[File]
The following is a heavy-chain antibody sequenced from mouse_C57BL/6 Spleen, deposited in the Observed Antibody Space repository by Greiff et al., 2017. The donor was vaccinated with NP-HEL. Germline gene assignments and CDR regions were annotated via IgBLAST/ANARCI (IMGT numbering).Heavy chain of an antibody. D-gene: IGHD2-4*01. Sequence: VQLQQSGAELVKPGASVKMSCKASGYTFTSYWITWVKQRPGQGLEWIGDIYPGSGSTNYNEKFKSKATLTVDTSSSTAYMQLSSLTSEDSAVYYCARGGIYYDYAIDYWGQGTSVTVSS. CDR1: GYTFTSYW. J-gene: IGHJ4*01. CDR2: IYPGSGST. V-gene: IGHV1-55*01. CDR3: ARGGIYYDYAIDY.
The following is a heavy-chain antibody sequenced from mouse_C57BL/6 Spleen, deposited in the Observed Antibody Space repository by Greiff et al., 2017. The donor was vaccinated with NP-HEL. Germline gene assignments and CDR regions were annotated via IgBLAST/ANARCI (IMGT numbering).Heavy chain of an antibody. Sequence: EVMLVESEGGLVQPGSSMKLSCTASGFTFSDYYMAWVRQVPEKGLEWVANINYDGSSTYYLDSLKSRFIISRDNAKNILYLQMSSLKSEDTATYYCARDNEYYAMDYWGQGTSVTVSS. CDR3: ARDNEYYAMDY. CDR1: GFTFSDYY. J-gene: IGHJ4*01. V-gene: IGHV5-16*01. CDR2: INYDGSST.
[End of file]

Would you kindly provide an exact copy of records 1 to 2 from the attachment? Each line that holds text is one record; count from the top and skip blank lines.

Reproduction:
The following is a heavy-chain antibody sequenced from mouse_C57BL/6 Spleen, deposited in the Observed Antibody Space repository by Greiff et al., 2017. The donor was vaccinated with NP-HEL. Germline gene assignments and CDR regions were annotated via IgBLAST/ANARCI (IMGT numbering).Heavy chain of an antibody. D-gene: IGHD2-4*01. Sequence: VQLQQSGAELVKPGASVKMSCKASGYTFTSYWITWVKQRPGQGLEWIGDIYPGSGSTNYNEKFKSKATLTVDTSSSTAYMQLSSLTSEDSAVYYCARGGIYYDYAIDYWGQGTSVTVSS. CDR1: GYTFTSYW. J-gene: IGHJ4*01. CDR2: IYPGSGST. V-gene: IGHV1-55*01. CDR3: ARGGIYYDYAIDY.
The following is a heavy-chain antibody sequenced from mouse_C57BL/6 Spleen, deposited in the Observed Antibody Space repository by Greiff et al., 2017. The donor was vaccinated with NP-HEL. Germline gene assignments and CDR regions were annotated via IgBLAST/ANARCI (IMGT numbering).Heavy chain of an antibody. Sequence: EVMLVESEGGLVQPGSSMKLSCTASGFTFSDYYMAWVRQVPEKGLEWVANINYDGSSTYYLDSLKSRFIISRDNAKNILYLQMSSLKSEDTATYYCARDNEYYAMDYWGQGTSVTVSS. CDR3: ARDNEYYAMDY. CDR1: GFTFSDYY. J-gene: IGHJ4*01. V-gene: IGHV5-16*01. CDR2: INYDGSST.